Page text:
NEW YORK (AP) -- MetLife Stadium has passed a power test in preparations for February's Super Bowl, an organizer announced Thursday, as the NFL hopes to avoid a repeat of last winter's power outage at New Orleans' Superdome that delayed the game a half hour.
A recent test of electrical systems at the Meadowlands sports complex in East Rutherford, N.J., was successful but for a few minor issues, said Al Kelly, head of the host committee for the Super Bowl. He would not be more specific.
Speaking at a meeting of business leaders in midtown Manhattan, Kelly said the test was conducted on a recent weekend when both the New York Giants and New York Jets played road games.
All the buildings in the Meadowlands complex, including the Izod Center and Meadowlands Racetrack, were powered up at the same time to simulate conditions for the Super Bowl. Other tests were done, also, he said.
"It did very well," Kelly said.
At last February's game, the partial power outage delayed the Super Bowl matchup between the Baltimore Ravens and San Francisco 49ers by 34 minutes. An outside expert hired by New Orleans utility Entergy and Superdome management concluded the outage was caused by a design flaw in an electrical relay device. Entergy said it had installed the device specifically to prevent a power failure at the game.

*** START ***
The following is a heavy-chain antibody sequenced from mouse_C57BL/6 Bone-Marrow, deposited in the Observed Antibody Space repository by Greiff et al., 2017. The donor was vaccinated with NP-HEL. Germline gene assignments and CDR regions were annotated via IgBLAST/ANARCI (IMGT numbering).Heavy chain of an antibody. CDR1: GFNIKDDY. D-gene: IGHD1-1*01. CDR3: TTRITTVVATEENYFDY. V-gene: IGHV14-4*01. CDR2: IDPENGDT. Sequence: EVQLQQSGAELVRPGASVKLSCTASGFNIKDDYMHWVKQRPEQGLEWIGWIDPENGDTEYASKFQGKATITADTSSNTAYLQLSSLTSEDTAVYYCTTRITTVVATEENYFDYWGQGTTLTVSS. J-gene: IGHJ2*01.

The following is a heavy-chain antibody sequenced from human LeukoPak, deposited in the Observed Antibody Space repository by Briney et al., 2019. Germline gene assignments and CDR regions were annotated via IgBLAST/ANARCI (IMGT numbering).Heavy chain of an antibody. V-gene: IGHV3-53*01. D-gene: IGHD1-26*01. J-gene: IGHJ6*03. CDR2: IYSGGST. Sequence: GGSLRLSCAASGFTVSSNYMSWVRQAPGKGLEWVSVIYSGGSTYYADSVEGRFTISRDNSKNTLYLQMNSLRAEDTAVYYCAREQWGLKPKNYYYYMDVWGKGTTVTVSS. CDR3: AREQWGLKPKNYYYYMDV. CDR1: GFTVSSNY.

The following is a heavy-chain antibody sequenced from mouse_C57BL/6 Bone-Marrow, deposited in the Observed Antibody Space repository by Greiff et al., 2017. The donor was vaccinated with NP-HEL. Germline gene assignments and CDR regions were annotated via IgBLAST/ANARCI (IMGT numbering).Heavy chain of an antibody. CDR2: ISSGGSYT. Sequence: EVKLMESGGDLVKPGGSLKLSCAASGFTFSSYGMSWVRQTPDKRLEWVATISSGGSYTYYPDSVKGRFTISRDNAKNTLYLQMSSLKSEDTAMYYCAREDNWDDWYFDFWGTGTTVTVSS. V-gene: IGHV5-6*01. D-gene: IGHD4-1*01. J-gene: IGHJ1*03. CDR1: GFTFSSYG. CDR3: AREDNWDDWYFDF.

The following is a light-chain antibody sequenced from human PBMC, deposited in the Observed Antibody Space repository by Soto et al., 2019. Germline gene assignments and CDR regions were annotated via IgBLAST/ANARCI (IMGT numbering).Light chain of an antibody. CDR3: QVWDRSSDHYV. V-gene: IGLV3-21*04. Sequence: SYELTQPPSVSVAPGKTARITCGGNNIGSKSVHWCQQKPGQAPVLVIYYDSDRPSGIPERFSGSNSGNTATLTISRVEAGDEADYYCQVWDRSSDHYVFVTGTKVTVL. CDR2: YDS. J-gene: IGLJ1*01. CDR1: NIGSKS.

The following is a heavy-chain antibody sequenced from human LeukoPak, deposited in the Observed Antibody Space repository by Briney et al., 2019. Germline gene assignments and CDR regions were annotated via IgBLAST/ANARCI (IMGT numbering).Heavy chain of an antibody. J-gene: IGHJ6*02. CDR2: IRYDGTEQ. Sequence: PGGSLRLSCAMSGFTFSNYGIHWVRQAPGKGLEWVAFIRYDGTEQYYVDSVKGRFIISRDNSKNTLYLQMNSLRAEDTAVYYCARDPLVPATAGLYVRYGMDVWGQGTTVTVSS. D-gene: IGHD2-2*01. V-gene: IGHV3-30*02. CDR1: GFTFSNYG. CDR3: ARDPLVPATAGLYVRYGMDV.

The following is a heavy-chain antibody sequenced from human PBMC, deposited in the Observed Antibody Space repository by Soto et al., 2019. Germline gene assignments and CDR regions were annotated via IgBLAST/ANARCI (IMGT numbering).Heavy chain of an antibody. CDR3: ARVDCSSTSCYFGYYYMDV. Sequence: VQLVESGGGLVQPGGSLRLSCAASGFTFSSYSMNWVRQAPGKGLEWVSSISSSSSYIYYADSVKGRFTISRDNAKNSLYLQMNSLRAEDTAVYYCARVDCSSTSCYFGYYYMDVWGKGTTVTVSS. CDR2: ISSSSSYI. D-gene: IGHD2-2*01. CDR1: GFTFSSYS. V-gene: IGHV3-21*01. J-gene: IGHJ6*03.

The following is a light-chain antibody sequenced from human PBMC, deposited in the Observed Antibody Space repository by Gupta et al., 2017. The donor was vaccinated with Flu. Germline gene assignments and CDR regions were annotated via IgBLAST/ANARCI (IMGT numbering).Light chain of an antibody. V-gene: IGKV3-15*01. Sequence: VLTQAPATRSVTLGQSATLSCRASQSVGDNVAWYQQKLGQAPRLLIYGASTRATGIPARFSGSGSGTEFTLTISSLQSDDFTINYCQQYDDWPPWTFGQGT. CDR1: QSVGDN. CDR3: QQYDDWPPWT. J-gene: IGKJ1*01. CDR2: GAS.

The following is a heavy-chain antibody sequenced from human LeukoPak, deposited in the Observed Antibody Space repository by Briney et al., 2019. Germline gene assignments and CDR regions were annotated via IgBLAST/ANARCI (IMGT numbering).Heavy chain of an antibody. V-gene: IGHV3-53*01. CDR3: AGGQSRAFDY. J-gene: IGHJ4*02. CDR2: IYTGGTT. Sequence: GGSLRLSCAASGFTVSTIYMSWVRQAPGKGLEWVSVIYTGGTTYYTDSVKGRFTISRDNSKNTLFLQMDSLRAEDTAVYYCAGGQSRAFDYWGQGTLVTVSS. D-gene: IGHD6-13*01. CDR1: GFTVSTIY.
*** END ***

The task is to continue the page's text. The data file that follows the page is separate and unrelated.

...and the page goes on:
Kelly said he has had numerous meetings with Public Service Electric & Gas, the utility that provides power to the Meadowlands. He said safeguards have been taken, including replacing some equipment and adding others, planning for bringing in additional generators and adding extra security to guard against the possibility of sabotage.
The Super Bowl next year will be the first held outdoors in a cold-weather locale. Kelly joked that as soon as the power failure occurred at the Superdome, he almost welcomed the opportunity to talk about something "other than the weather."
Friday marks 100 days until the game, and Kelly, Jets owner Woody Johnson and Giants co-owner Jonathan Tisch said Thursday they hope to set a new standard for Super Bowl host cities so that a cold-weather site could be selected again.
One challenge, they all agreed, is transportation.
Organizers have dubbed the game the first "public transportation Super Bowl" and are encouraging fans to take trains or buses. They said Thursday that about half of MetLife Stadium's 25,000-plus parking spaces will be taken up by security personnel and equipment.